An educator sent us an example of how he is using the Livescribe Pulse smartpen in his classroom to creative a collaborative oral project showcasing the sights and sounds of the rainforest. Each student was in charge of researching one of the rainforest elements and recording the information as an oral report.
Presentation by Holly De Leon, Vice President Sales, K-12, Livescribe.
I revised the original very short version of this post after Dr. Andrew Van Schaack commented so helpfully on it. I’d like to recommend that you read his comment first (and follow the link he shares there to learn A LOT more), then experience the YouTube video (with or without translatable captions), and then read my post below. Last summer at NECC (2009) I was honored to meet Jim Marggraff, Dr. Andrew Van Schaack, Holly De Leon, and others at the Livescribe booth. Andy, as Dr. Van Schaack, graciously asked me to call him, showed me early prototypes of both a talking Braille Periodic Table and a TalkingScientific calculator. I was blown away by these because of what they would surely mean to students with vision loss as these students must struggle to understand relationships and properties of the elements in chemistry and/or might not be able to afford talking scientific calculators (the latter typically cost at least $250 U.S. each). Andy also told me how it might also be possible to create a talking/audible graphing calculator. Later he shared some really helpful advanced techniques for using Livescribe Smartpen & paper which he details in the Teaching Strategy Guides he has authored (more about these in separate posts). The talking periodic table "knows" a lot about the elements. With clicks of the Smartpen it can yield the following information about any element: Symbol, Name, Atomic Weight, Density, Melting point, Boiling point, Atomic radius, Ionic radius, Electronegativity, Ionization energy, Electron affinity, Heat of Fusion, and a few (?) others. Andy explained that he and Dr. Josh Miele of the Smith-Kettlewell Eye Research Institute had been developing these tools with funding from an NSF (National Science Foundation) grant. He also shared that one of the most challenging issues with developing these applications wasn’t necessarily the programming but rather with finding just the right paper that would last reasonable long with frequent use (tapping of a Livescribe Smartpen with either an inking or preferably non-inking tip). Although the talking periodic table and talking scientific calculators aren’t yet available (as of 12/28/2009) I was delighted to find a video on YouTube by CrunchGear in which Pulse Smartpen inventor, Jim Marggraff, demonstrates this ground-breaking tool. So hopefully it’s okay for me to help "spill the beans" about this extraordinary forthcoming tool which I actually see as a tool that supports UDL (Universally Designed Learning) as all chemistry students and teachers would undoubtedly find it invaluable in their studies and work.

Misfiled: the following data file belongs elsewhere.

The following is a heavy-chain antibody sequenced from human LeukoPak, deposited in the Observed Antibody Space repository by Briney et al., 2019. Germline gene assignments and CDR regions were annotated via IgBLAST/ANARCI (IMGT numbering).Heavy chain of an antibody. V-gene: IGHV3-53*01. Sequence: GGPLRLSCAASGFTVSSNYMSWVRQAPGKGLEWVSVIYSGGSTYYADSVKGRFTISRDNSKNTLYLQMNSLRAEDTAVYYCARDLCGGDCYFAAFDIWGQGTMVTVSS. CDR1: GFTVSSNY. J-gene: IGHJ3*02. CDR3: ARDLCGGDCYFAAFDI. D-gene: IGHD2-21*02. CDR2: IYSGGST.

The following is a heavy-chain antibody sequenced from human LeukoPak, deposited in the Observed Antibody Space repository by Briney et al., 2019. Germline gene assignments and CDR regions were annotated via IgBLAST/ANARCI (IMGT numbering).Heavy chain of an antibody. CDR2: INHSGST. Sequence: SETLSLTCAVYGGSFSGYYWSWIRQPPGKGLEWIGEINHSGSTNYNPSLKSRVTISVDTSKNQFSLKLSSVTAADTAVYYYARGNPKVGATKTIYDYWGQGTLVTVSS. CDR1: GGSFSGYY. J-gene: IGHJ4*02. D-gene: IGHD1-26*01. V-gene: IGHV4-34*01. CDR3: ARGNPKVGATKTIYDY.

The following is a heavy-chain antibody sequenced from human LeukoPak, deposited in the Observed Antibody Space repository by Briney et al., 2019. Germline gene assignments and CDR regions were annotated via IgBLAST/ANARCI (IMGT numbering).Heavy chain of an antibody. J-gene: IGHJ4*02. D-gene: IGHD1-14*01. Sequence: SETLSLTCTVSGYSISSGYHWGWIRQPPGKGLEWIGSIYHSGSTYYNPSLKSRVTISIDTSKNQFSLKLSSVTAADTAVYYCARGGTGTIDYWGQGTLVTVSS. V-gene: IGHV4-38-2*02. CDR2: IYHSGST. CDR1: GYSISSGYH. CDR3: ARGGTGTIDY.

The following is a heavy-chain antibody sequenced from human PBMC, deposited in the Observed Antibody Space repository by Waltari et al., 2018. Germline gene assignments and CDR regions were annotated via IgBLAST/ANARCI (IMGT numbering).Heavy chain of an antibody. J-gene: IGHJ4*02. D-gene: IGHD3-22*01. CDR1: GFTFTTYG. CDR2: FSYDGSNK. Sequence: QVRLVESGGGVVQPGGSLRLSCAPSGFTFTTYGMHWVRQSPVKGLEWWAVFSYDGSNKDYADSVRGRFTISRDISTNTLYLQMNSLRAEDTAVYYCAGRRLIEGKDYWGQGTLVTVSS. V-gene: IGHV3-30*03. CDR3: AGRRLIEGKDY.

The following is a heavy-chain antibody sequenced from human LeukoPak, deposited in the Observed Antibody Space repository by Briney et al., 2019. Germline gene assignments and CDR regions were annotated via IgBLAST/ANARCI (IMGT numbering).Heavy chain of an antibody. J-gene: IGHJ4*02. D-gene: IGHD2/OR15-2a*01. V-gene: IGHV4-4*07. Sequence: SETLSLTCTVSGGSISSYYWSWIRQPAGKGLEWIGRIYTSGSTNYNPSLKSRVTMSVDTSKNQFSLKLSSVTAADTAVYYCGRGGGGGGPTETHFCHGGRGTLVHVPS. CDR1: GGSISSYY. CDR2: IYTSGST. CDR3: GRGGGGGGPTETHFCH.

It’s incredibly easy to add Livescribe Sound Stickers to make a study guide interactive with voice recordings.
Or you can print the study guide onto Livescribe paper and make it interactive. Just carefully tear out an 8 1/2″ x 11″ page from a large Livescribe notebook and run it though your computer printer or copier machine to add the study guide to the dot paper. Then add check marks, dots or letters that speak, spell, or describe what’s on the study guide. You’ll then be able to study a new way using a talking study guide.
Dr. Bob Belford has created many pencasts for chemistry to support his Preparatory Chemistry (Chemistry 1300) course at UALR (University of Arkansas at Little Rock).*
These pencasts complement lecture outlines and interactive quizzes which Dr. Belford “hopes to move to a dynamic site in the near future”. Altogether the pencasts, outlines, and quizzes make for an extraordinary set of resources for beginning chemistry students.
Dr. Belford makes an important note about how pencasts sometimes replay: “Please note that the [Livescribe] pen capture software has some flaws and some of the penstrokes are not presented as they were performed. Like when I cancelled out a unit, it is now showing that occuring as I write the unit, not afterwards. You need to follow the logic of the audio file.” I (Tim Fahlberg) have also noticed this in a few of my pencasts and will share this feedback and hope for a fix from the Livescribe software development team.
Dr. Belford’s pencasts are here: chem1300 and include:
Professor Chuck Duncan of Kentucky Education Television (KET) supports his Distance Learning Physics using many, many pencasts. These pencasts breathe life and knowledge into his school’s honor’s physics students (and probably many other physics students as well).
Before you watch one of Professor Duncan’s pencasts be sure to take the time to view his First Pencast?: Intro to Pencasting at the top of the page linked to below (or view it here).